About The Data

1.USA.gov URLs are created whenever anyone shortens a .gov or .mil URL using bitly.

We provide a raw pub/sub feed of data created any time anyone clicks on a 1.USA.gov URL. The pub/sub endpoint responds to http requests for any 1.USA.gov URL and returns a stream of JSON entries, one per line, that represent real-time clicks.

If you are using the 1.USA.gov data and have feedback or want to tell us about your product, please e-mail us.

How to Access The Data

You can access the feed at http://developer.usa.gov/1usagov

Measured Voice stores archives of the raw data. They created this archive in anticipation of the 1.USA.gov Hack Day so other developers could more easily access it.

The JSON data dictionary is as follows:

{
        "a": USER_AGENT, 
        "c": COUNTRY_CODE, # 2-character iso code
        "nk": KNOWN_USER,  # 1 or 0. 0=this is the first time we've seen this browser
        "g": GLOBAL_BITLY_HASH, 
        "h": ENCODING_USER_BITLY_HASH,
        "l": ENCODING_USER_LOGIN,
        "hh": SHORT_URL_CNAME,
        "r": REFERRING_URL,
        "u": LONG_URL,
        "t": TIMESTAMP,
        "gr": GEO_REGION,
        "ll": [LATITUDE, LONGITUDE],
        "cy": GEO_CITY_NAME,
        "tz": TIMEZONE # in http://en.wikipedia.org/wiki/Zoneinfo format
        "hc": TIMESTAMP OF TIME HASH WAS CREATED, 
        "al": ACCEPT_LANGUAGE http://www.w3.org/Protocols/rfc2616/rfc2616-sec14.html#sec14.4 
    }


Code from the 1.USA.gov Hack Day

We held a nationwide 1.USA.gov Hack Day on July 29, 2011 to encourage people to explore the 1.USA.gov data. The following code was created by participants and shared publicly for others to use:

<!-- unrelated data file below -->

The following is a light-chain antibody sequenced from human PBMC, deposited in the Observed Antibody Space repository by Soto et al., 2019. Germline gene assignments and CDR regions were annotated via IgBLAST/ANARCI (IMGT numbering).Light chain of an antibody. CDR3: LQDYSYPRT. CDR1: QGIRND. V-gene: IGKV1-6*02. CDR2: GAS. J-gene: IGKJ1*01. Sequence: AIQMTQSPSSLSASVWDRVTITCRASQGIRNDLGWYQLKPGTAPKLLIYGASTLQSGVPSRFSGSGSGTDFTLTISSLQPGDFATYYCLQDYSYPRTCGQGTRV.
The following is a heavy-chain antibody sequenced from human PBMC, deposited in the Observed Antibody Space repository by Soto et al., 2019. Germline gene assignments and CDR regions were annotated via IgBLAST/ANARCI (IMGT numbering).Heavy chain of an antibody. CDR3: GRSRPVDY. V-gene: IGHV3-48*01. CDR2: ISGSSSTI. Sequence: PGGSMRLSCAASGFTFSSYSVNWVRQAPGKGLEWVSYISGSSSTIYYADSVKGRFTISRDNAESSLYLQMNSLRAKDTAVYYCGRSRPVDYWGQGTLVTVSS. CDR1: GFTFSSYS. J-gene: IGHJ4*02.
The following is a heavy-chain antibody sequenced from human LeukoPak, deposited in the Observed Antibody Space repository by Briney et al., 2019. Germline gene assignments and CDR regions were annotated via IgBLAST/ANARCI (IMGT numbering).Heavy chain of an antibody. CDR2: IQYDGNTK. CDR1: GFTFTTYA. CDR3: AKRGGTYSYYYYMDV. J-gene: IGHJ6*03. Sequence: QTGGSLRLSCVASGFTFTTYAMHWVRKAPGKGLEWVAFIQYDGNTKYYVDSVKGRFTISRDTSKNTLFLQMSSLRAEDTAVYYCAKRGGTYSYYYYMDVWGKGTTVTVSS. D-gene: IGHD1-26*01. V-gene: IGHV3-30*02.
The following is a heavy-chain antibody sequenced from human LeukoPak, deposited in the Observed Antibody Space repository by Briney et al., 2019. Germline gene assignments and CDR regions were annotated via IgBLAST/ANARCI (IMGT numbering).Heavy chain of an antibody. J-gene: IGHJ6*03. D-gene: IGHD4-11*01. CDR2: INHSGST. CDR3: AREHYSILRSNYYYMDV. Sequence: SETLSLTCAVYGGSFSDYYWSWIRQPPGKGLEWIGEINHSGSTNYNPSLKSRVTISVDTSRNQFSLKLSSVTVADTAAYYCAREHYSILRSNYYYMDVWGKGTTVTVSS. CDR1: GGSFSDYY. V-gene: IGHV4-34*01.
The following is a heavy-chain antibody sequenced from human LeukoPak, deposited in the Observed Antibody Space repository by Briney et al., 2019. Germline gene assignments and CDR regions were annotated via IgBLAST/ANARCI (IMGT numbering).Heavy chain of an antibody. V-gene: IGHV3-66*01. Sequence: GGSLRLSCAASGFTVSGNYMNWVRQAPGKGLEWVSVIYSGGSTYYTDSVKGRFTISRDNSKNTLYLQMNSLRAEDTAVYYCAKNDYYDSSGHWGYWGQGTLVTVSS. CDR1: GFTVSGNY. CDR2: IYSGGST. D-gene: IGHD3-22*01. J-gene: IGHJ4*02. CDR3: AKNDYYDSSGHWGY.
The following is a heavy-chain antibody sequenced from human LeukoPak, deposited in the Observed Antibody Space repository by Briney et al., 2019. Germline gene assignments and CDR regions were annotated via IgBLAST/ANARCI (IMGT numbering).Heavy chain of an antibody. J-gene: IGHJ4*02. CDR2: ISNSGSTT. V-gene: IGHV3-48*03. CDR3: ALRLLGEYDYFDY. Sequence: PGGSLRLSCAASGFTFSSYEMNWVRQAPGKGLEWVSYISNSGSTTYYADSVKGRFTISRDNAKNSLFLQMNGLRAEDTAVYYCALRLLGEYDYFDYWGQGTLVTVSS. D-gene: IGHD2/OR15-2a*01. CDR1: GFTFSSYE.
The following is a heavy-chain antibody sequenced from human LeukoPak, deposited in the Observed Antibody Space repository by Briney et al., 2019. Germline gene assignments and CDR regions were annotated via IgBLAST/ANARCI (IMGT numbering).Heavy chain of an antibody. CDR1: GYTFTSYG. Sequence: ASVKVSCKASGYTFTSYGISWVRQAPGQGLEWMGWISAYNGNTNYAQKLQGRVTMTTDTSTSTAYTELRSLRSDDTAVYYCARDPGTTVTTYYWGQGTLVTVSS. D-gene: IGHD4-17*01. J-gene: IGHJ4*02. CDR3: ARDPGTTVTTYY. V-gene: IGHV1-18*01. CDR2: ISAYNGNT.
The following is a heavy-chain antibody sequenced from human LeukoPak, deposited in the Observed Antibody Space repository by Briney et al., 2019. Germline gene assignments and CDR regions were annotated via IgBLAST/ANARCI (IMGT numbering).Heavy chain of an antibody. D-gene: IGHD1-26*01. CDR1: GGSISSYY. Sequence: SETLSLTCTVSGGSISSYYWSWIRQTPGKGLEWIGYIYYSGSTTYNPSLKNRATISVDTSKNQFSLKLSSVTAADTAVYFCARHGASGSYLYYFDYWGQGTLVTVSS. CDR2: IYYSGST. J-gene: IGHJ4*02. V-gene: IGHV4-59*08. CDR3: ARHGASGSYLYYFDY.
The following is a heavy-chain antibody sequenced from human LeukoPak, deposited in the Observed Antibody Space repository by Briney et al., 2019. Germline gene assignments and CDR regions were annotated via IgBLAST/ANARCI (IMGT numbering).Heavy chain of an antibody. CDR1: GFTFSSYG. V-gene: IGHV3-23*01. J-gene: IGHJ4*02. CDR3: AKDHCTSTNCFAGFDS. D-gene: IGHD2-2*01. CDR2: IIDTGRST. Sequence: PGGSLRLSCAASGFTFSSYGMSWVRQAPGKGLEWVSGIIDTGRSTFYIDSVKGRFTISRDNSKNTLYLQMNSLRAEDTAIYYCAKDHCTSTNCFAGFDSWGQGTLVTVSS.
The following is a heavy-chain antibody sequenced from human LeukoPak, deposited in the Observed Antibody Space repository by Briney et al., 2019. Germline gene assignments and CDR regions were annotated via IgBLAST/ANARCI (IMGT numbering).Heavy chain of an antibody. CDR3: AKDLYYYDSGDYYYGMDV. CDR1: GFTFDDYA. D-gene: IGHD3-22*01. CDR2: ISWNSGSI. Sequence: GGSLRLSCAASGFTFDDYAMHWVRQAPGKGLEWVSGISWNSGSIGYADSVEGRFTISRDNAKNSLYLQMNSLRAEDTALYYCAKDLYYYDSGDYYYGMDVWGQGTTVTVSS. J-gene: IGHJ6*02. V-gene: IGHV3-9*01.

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Projects from the 1.USA.gov Hack Day

A number of items were created in anticipation of and at the Hack Day. Most tools centered around finding popular links, showing links by location, and using click data to enhance security:

  • Popular now - Barg Upender and Adam created a site called PopGov.us that shows which government links are popular in real time.
  • Popularity by day - Measured Voice created GovClicks to show the most popular links per day. GovClicks is built using Gogogon which consumes the 1.USA.Gov click feed and generates daily rankings of URLs.
  • NASA links - Adam Laiacano analyzed 1.USA.gov data and found that 42% of all clicks on 1.USA.gov links go to NASA websites. He created a map that shows that people in Europe are more likely to only click on NASA links, while people in the United States click on links from a wider variety of government links.